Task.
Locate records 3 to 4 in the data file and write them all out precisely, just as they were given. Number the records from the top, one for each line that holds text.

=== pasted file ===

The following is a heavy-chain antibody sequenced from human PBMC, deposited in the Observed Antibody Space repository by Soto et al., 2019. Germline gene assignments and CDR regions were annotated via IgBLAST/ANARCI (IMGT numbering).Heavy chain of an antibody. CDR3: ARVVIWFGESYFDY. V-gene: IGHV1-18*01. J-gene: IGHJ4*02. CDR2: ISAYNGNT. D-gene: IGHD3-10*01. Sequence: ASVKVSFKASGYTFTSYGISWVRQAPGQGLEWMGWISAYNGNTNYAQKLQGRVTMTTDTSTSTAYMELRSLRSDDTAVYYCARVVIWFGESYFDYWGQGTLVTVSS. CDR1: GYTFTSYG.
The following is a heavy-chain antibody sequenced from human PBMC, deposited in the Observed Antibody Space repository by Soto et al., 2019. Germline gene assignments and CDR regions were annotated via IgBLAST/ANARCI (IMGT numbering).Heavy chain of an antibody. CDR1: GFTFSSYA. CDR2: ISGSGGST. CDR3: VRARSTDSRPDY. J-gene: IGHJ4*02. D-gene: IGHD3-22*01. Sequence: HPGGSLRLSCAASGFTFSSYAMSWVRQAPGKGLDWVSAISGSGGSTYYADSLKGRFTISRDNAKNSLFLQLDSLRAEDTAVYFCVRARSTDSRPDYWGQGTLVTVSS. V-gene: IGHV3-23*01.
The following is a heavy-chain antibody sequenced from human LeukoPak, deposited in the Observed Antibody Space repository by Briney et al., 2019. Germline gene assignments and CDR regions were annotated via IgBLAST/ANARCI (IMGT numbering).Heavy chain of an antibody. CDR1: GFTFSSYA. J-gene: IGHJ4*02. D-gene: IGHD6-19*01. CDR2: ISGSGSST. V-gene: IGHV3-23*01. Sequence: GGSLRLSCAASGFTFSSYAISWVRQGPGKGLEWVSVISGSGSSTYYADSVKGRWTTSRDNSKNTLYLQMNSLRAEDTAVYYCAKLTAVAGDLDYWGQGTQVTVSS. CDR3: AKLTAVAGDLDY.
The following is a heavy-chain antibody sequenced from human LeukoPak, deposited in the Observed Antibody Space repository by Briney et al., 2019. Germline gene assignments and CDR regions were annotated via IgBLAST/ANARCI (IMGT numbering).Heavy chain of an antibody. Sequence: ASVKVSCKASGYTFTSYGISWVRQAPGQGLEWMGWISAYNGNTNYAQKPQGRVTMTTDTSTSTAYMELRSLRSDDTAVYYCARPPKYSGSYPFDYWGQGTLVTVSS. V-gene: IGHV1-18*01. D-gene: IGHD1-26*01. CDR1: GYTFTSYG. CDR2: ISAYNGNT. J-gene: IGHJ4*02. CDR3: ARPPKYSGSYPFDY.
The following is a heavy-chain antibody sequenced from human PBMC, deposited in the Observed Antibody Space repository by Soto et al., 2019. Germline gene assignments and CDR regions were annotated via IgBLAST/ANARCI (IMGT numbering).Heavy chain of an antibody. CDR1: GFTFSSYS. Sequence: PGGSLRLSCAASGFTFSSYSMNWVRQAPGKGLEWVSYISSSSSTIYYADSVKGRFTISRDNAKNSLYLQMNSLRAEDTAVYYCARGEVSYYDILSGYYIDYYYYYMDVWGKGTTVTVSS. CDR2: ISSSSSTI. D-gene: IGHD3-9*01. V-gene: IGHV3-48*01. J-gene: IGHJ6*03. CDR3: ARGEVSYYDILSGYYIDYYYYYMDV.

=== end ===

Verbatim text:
The following is a heavy-chain antibody sequenced from human LeukoPak, deposited in the Observed Antibody Space repository by Briney et al., 2019. Germline gene assignments and CDR regions were annotated via IgBLAST/ANARCI (IMGT numbering).Heavy chain of an antibody. CDR1: GFTFSSYA. J-gene: IGHJ4*02. D-gene: IGHD6-19*01. CDR2: ISGSGSST. V-gene: IGHV3-23*01. Sequence: GGSLRLSCAASGFTFSSYAISWVRQGPGKGLEWVSVISGSGSSTYYADSVKGRWTTSRDNSKNTLYLQMNSLRAEDTAVYYCAKLTAVAGDLDYWGQGTQVTVSS. CDR3: AKLTAVAGDLDY.
The following is a heavy-chain antibody sequenced from human LeukoPak, deposited in the Observed Antibody Space repository by Briney et al., 2019. Germline gene assignments and CDR regions were annotated via IgBLAST/ANARCI (IMGT numbering).Heavy chain of an antibody. Sequence: ASVKVSCKASGYTFTSYGISWVRQAPGQGLEWMGWISAYNGNTNYAQKPQGRVTMTTDTSTSTAYMELRSLRSDDTAVYYCARPPKYSGSYPFDYWGQGTLVTVSS. V-gene: IGHV1-18*01. D-gene: IGHD1-26*01. CDR1: GYTFTSYG. CDR2: ISAYNGNT. J-gene: IGHJ4*02. CDR3: ARPPKYSGSYPFDY.